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Rock - Released August 1, 2013 | Mute, a BMG Company

A return to form after a sophomore slump, Revenge of the Goldfish found Inspiral Carpets moving further away from the sound of their debut album and its heavy keyboards and dance elements. Instead, Revenge of the Goldfish was the band's most straightforward rock album, featuring a number of edgy, aggressive guitar-dominated numbers with a nice use of effects. There's still some of the old organ on such tracks as "A Little Disappeared," but for the most part keyboardist Clint Boon plays more synths here. Not only has the band's songwriting improved since their second album, but the production is far sharper without sounding too overdone. There is the occasional off track, but such tempo numbers as "Generations," "Mystery," and the phenomenal closer, "Irresistible Force," rank up there among the band's best. Meanwhile, the ballads "Two Worlds Collide" and "Bitches Brew" manage to stay heartfelt while offering a nice groove. Overlooked, but for no good reason. © Geoff Orens /TiVo
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Alternative & Indie - Released August 1, 2013 | Mute, a BMG Company

Is American Supreme -- the first Suicide album in a decade -- an update, a return to form? Yes and no. Those who hang on Alan Vega's every streetwise grunt and growl will doubtlessly be pleased as punch with the results, as will anyone who hasn't heard any music that has been recorded since 1990. Perhaps the strangest twist about this record is how much of it sounds more crude and antiquated than the duo's first two albums, which were released over 20 years prior to this one. Those two albums did what few groups had done prior, and this one recycles hip-hop and dance beats that were recycled many times over by the mid-'90s. The opening "Television Executions" is the worst culprit, using turntable scratches and a bounding late-'80s funk groove that the Red Hot Chili Peppers would scoff at. It would be expecting far too much for Vega and Martin Rev to deliver something as revolutionary as those first two albums. A more realistic hope would be for this album to not be an embarrassment. Thankfully, due to Vega's sharp-as-ever observations (he still sounds ornery and underfed), they narrowly escape that pitfall. © Andy Kellman /TiVo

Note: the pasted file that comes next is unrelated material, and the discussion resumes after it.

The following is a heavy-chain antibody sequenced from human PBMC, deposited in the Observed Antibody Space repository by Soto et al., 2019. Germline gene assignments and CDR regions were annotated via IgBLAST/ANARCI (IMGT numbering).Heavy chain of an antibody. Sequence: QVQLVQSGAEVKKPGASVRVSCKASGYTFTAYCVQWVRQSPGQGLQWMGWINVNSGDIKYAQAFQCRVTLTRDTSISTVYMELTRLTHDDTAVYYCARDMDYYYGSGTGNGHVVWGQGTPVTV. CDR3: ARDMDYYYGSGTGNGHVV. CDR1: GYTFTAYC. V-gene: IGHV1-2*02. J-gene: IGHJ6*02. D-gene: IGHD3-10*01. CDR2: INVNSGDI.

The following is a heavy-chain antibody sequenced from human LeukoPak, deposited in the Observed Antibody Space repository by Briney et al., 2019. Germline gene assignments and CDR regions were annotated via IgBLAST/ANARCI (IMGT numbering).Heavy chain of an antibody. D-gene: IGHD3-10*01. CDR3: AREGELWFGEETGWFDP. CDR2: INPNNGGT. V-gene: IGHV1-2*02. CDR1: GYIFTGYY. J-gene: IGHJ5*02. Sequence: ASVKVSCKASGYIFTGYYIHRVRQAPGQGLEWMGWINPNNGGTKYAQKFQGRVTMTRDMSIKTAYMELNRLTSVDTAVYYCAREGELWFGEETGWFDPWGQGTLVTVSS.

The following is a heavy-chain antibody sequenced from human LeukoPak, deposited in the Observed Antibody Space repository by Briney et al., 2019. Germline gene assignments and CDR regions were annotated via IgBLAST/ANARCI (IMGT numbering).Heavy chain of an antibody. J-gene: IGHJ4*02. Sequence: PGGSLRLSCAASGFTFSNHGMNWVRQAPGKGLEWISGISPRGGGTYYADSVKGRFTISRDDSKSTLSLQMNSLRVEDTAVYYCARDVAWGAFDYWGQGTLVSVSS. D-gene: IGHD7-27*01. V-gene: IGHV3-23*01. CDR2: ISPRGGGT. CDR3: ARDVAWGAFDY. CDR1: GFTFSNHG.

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Rock - Released August 1, 2013 | Mute, a BMG Company

Although the Inspiral Carpets added more production flourishes and keyboards on The Beast Inside, it ends up being a disappointing effort by the band to "grow up." While Life was intense and driven, The Beast Inside comes across as simply uninspired. The several attempts to add new dimensions to the group's sound actually result in hindering the band by weakening their previously strong groove and grittiness. It does not help matters any that the quintet are unable to come up with the kind of catchy choruses and strong hooks that were crawling all over their debut. Reducing the role of the Hammond organ was not a wise move, and the ballads especially sound lifeless as a result. Even "Further Away," a 14-minute epic which does have roaring organs and guitars, never really gets anywhere. Without even the powerful lyrics of their debut going for it, only the rare track, like the spooky "Born Yesterday," manages to captivate here. © Geoff Orens /TiVo
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Rock - Released August 1, 2013 | Mute, a BMG Company

"...This is the mature work of a band who have relaxed into their sound...It's a no-nonsense stomp through a collection of three-minute rock rushes. Hard, tight and fast..." © TiVo
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Rock - Released August 1, 2013 | Mute, a BMG Company